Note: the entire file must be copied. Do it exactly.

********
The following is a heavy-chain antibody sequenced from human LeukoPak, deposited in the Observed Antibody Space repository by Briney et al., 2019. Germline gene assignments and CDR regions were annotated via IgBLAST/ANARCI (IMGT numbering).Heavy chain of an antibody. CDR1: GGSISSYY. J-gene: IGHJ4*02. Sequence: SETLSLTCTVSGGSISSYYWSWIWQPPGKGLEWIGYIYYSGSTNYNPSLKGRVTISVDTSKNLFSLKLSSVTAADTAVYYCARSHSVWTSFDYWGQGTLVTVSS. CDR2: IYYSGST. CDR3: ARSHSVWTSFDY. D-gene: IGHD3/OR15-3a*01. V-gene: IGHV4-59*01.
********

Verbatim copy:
The following is a heavy-chain antibody sequenced from human LeukoPak, deposited in the Observed Antibody Space repository by Briney et al., 2019. Germline gene assignments and CDR regions were annotated via IgBLAST/ANARCI (IMGT numbering).Heavy chain of an antibody. CDR1: GGSISSYY. J-gene: IGHJ4*02. Sequence: SETLSLTCTVSGGSISSYYWSWIWQPPGKGLEWIGYIYYSGSTNYNPSLKGRVTISVDTSKNLFSLKLSSVTAADTAVYYCARSHSVWTSFDYWGQGTLVTVSS. CDR2: IYYSGST. CDR3: ARSHSVWTSFDY. D-gene: IGHD3/OR15-3a*01. V-gene: IGHV4-59*01.